PV diagram of a monatomic ideal gas

• mikefitz
In summary, the problem involves a monoatomic ideal gas changing from state A to state D on a PV diagram. Part (a) requires finding the total work done by the gas along the paths A-E and E-D, with the calculations depending on the pressure used. Part (b) involves using the first law of thermodynamics to determine the change in internal energy and heat flow into the gas. The answer provided uses the values of pressure and volume given in the diagram to calculate the work done and provides a tip about using the ideal gas law to solve for the change in internal energy and heat flow.
mikefitz

Homework Statement

Suppose 0.50 mol of a monoatomic ideal gas is changed from state A to state D by one of the processes shown on the PV diagram of the figure below.

http://img382.imageshack.us/img382/784/untitledsc4.png

(This is my edited version of the image)

(a) Find the total work done by the gas if it follows the constant pressure path A-E followed by the constant temperature path E-D.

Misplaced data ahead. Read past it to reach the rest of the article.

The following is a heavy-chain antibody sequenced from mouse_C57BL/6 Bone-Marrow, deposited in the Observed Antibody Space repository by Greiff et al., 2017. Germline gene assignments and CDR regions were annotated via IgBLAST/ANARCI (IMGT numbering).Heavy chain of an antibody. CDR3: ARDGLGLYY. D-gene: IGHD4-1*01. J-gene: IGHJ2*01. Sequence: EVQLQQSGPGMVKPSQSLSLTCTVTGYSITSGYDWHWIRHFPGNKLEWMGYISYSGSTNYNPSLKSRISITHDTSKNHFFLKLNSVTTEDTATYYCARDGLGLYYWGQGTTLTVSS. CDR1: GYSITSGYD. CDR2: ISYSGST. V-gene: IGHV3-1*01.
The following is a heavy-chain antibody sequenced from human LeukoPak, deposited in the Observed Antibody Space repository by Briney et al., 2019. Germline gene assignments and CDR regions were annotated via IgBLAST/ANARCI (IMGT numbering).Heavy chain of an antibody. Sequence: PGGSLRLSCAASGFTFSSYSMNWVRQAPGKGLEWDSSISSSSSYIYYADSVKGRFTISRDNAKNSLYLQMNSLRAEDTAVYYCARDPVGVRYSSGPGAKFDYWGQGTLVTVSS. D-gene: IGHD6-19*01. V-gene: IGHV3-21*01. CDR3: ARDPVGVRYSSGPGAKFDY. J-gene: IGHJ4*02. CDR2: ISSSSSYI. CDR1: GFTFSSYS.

(b) Calculate the total change in internal energy of the gas during the entire process and the total heat flow into the gas.

I'm having trouble with (a). Is the work done from path A-E, E-D reflected on the first diagram I made, or the second? I guess I'm confused as to whether I'm supposed to use 1 or 2 atm in my calculations. thanks

Last edited by a moderator:
Hi Mikefitz,

It has been a while since i touched my thermodynamics but nevertheless i'll try to help.
For part (a),
U need to know that 1 atm = 1.01 x 10^5 Pa and 1 litre = 1000 cm³ = 0.001 m³
Work done from A-E (isobaric) = P dV = 2 x 1.01 x 10^5 Pa x (8-4) x 0.001m³ = 808 J
Work done from E-D (isothermal) = Area of trapezium E-D = 1/2 (2+1) x 1.01 x 10^5 Pa x (16-8) x 0.001m³ = 1212 J
Total work done by gas (expansion) = 808 J + 1212J = 2020 J

For part (b),
U use the 1st law of thermodynamics, dU = Q + W or dU = 3/2nRT to solve for the change in internal energy, dU and heat flow, Q, into the gas.

Hope my A level physics helps. Correct me if I'm wrong.

The work done by the gas is represented by the area under the curve on the PV diagram. In this case, the work done will be the sum of the work done along both paths A-E and E-D.

To calculate the work done along path A-E, we can use the formula W = PΔV, where P is the constant pressure (1 atm) and ΔV is the change in volume. From the diagram, we can see that the change in volume along this path is 2 L. Therefore, the work done along path A-E is 1 atm * 2 L = 2 atm*L.